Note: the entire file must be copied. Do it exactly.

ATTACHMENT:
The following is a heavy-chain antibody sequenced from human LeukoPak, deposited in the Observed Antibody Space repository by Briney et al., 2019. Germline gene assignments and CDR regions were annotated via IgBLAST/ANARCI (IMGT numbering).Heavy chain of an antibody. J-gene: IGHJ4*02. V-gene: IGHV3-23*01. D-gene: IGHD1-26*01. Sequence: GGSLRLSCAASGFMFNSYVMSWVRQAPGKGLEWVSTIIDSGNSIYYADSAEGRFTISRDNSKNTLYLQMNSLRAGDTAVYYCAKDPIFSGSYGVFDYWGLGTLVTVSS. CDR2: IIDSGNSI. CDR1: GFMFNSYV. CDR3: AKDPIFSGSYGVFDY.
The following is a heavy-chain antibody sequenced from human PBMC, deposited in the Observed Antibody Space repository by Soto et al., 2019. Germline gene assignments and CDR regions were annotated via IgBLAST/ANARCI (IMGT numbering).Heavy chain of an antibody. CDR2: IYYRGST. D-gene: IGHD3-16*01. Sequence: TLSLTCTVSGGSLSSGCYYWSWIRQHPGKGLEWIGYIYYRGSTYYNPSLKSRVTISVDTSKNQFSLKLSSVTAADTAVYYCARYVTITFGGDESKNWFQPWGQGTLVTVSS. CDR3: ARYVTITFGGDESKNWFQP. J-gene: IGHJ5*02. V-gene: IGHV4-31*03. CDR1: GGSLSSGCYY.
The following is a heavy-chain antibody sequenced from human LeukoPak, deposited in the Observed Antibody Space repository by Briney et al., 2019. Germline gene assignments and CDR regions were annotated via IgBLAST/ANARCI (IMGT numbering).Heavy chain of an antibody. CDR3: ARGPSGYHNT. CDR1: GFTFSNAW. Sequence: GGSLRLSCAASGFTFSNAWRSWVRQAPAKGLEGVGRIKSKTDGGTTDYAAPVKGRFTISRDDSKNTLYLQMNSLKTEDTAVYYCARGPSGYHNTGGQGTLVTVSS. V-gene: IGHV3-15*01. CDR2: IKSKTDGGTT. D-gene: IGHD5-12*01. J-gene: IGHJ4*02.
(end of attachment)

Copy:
The following is a heavy-chain antibody sequenced from human LeukoPak, deposited in the Observed Antibody Space repository by Briney et al., 2019. Germline gene assignments and CDR regions were annotated via IgBLAST/ANARCI (IMGT numbering).Heavy chain of an antibody. J-gene: IGHJ4*02. V-gene: IGHV3-23*01. D-gene: IGHD1-26*01. Sequence: GGSLRLSCAASGFMFNSYVMSWVRQAPGKGLEWVSTIIDSGNSIYYADSAEGRFTISRDNSKNTLYLQMNSLRAGDTAVYYCAKDPIFSGSYGVFDYWGLGTLVTVSS. CDR2: IIDSGNSI. CDR1: GFMFNSYV. CDR3: AKDPIFSGSYGVFDY.
The following is a heavy-chain antibody sequenced from human PBMC, deposited in the Observed Antibody Space repository by Soto et al., 2019. Germline gene assignments and CDR regions were annotated via IgBLAST/ANARCI (IMGT numbering).Heavy chain of an antibody. CDR2: IYYRGST. D-gene: IGHD3-16*01. Sequence: TLSLTCTVSGGSLSSGCYYWSWIRQHPGKGLEWIGYIYYRGSTYYNPSLKSRVTISVDTSKNQFSLKLSSVTAADTAVYYCARYVTITFGGDESKNWFQPWGQGTLVTVSS. CDR3: ARYVTITFGGDESKNWFQP. J-gene: IGHJ5*02. V-gene: IGHV4-31*03. CDR1: GGSLSSGCYY.
The following is a heavy-chain antibody sequenced from human LeukoPak, deposited in the Observed Antibody Space repository by Briney et al., 2019. Germline gene assignments and CDR regions were annotated via IgBLAST/ANARCI (IMGT numbering).Heavy chain of an antibody. CDR3: ARGPSGYHNT. CDR1: GFTFSNAW. Sequence: GGSLRLSCAASGFTFSNAWRSWVRQAPAKGLEGVGRIKSKTDGGTTDYAAPVKGRFTISRDDSKNTLYLQMNSLKTEDTAVYYCARGPSGYHNTGGQGTLVTVSS. V-gene: IGHV3-15*01. CDR2: IKSKTDGGTT. D-gene: IGHD5-12*01. J-gene: IGHJ4*02.